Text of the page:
October 05, 2007

Getting Yourself Into Hot Water?

One of the advantages of attending a performance of the baroque Mass of Notre Dame, as I did recently, is that it gives you a good two hours with nothing else to do but to sit and think as the sounds of the hurdy gurdy and Gregorian chant wash over you.

It was during this period that I got to wondering about how you could increase the take-up of alternative energy systems like solar water heating.

As you do. It's one of those chicken-and-egg situations isn't it? Even disregarding the benefit in reducing usage of fossil fuels, surely it's something everyone should be doing? Free energy, and it'll pay for itself after ten years or something.

So why haven't we all got it installed? It's that initial cost isn't it? A couple of grand isn't that easy to do without for ten years while you're recouping the cost. We thought about it when we had the bathroom done on the house in Cambridge, but couldn't quite justify the outlay given that the tenants would get all of the cost-savings. In the end we settled on a compromise measure, and had the right kind of hot-water cylinder fitted so when it's done in the future it will just need a couple of pipes run into the bathroom.

What we need then is some way for everyone to finance the installation without needing the cash up-front. Otherwise, solar-water heating will remain a doing-my-bit middle-class indulgence rather than a widely-adopted, distributed step in stemming global warming.

You could argue that the government should pay for the installations, or provide cheap loans to get round this problem; and to an extent it already does. However, that just shows what the problems are: there's a limited amount of funding available; you have to jump through all sorts of hoops to get any of it (e.g. you need a certain thickness of loft insulation); there are different grants available from different parts of government (in Cambridge there was a council grant available in addition to the central government one) with different conditions. On top of that, you still need to find someone to actually supply and fit the system.

None of which is very encouraging. We need a way to make it easier, and to remove barriers - not make it harder.

A Distributed Utility?

What if we could make it as easy as a process that lots of people already do, such as switching to a different gas or electricity company? When I switched our electricity to ecotricity last year, it just involved filling in a few fields online and then taking a meter reading. That's the sort of simplicity we need to aim for.

What if there was a different sort of green energy provider; one that, when you switched to them for your gas or electricity, also came and installed solar water heating at your house? Lets call it SOWHAT, the SOlar Water HeATing utility.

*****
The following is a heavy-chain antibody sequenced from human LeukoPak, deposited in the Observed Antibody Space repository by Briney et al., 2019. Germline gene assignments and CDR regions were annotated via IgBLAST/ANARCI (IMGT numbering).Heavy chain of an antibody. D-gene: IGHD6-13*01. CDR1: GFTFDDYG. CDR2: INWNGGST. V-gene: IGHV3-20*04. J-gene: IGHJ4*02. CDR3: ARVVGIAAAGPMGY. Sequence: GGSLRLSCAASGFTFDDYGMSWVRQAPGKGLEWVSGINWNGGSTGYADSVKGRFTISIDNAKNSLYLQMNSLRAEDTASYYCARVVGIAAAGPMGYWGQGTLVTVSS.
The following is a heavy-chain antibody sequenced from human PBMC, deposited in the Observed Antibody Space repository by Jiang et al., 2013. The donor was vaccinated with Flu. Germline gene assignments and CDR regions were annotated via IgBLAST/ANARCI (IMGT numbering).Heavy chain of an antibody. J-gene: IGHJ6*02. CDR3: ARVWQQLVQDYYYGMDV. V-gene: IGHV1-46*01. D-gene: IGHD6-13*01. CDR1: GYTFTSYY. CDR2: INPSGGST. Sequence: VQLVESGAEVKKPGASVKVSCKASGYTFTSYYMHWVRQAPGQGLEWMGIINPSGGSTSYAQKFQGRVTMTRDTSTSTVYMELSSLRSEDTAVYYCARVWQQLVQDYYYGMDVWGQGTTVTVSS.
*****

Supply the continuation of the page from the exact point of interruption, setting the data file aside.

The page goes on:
The switch-over process would be a bit more complicated, as there'd be an installation to arrange, but SOWHAT would deal with getting the government grants, providing the solar panels, etc. and use their own installers to fit it all. At the end, they'd give you a bill for the cost of the kit and the installation.

You would then decide to pay off as much, or as little, of the bill as you wanted, and the rest would be recovered over the years through your utility bills (plus a certain percentage to cover SOWHAT's ongoing costs and give them some profit). It might mean that it takes 15 years for your solar water heating "investment" to pay off, but in the long-run you'd still get free solar energy and collectively we'd get a lot more green power being used sooner.

Would it work? Does anyone want to build this utility? Let me know if you do, I'd love to be involved, even if it's just as one of the first customers.


Posted by Adrian at October 5, 2007 10:12 AM | TrackBack

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Some obvious problems:
1. The biggest problem is probably financing the operation: you are tying up the capital and cost of installation for the payoff time. It could work if the cost was cheap, and payoff was short, but if the payoff was over 5 years and it was £2500, I think you'd have a problem. Being below the interest rate provided by banks is a sure-fire way to make sure that the company is not going to be financed. You probably need to be hitting about 10% return per year. Not that much different from the rates on credit cards.

2. Energy users can swtich at any time. What if they switch 1 week after installation. You need a good contract. What if the house is re-possessed? You lose your investment.

3. UK government grants are not likely to pay for it. I think I've heard that they usually get all taken up on the first day that each grant season opens.

I'm not all doom and gloom, but I might be a professional skeptic. There are probably ways to make it work, but I think that the cost of the units and of installation have to come down.


Posted by: Jeff Veit at October 29, 2007 08:33 PM
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